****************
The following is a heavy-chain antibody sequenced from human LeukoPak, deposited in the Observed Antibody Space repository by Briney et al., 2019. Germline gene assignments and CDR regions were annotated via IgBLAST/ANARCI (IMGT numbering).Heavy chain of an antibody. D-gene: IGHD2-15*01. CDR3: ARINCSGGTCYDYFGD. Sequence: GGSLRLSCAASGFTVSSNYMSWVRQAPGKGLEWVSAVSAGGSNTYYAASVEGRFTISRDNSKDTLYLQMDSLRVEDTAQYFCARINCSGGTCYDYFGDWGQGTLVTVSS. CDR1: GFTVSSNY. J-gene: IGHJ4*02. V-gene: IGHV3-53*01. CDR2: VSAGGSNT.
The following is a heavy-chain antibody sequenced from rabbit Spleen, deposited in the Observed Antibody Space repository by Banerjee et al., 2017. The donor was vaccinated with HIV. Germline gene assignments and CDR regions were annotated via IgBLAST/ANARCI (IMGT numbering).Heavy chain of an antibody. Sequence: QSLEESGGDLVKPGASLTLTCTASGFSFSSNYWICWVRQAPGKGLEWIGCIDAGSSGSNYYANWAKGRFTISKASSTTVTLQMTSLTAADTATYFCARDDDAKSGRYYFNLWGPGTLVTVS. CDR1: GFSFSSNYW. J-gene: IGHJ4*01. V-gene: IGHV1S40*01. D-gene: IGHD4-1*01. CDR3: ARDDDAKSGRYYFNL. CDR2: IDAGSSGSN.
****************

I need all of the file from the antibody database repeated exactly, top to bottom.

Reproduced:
The following is a heavy-chain antibody sequenced from human LeukoPak, deposited in the Observed Antibody Space repository by Briney et al., 2019. Germline gene assignments and CDR regions were annotated via IgBLAST/ANARCI (IMGT numbering).Heavy chain of an antibody. D-gene: IGHD2-15*01. CDR3: ARINCSGGTCYDYFGD. Sequence: GGSLRLSCAASGFTVSSNYMSWVRQAPGKGLEWVSAVSAGGSNTYYAASVEGRFTISRDNSKDTLYLQMDSLRVEDTAQYFCARINCSGGTCYDYFGDWGQGTLVTVSS. CDR1: GFTVSSNY. J-gene: IGHJ4*02. V-gene: IGHV3-53*01. CDR2: VSAGGSNT.
The following is a heavy-chain antibody sequenced from rabbit Spleen, deposited in the Observed Antibody Space repository by Banerjee et al., 2017. The donor was vaccinated with HIV. Germline gene assignments and CDR regions were annotated via IgBLAST/ANARCI (IMGT numbering).Heavy chain of an antibody. Sequence: QSLEESGGDLVKPGASLTLTCTASGFSFSSNYWICWVRQAPGKGLEWIGCIDAGSSGSNYYANWAKGRFTISKASSTTVTLQMTSLTAADTATYFCARDDDAKSGRYYFNLWGPGTLVTVS. CDR1: GFSFSSNYW. J-gene: IGHJ4*01. V-gene: IGHV1S40*01. D-gene: IGHD4-1*01. CDR3: ARDDDAKSGRYYFNL. CDR2: IDAGSSGSN.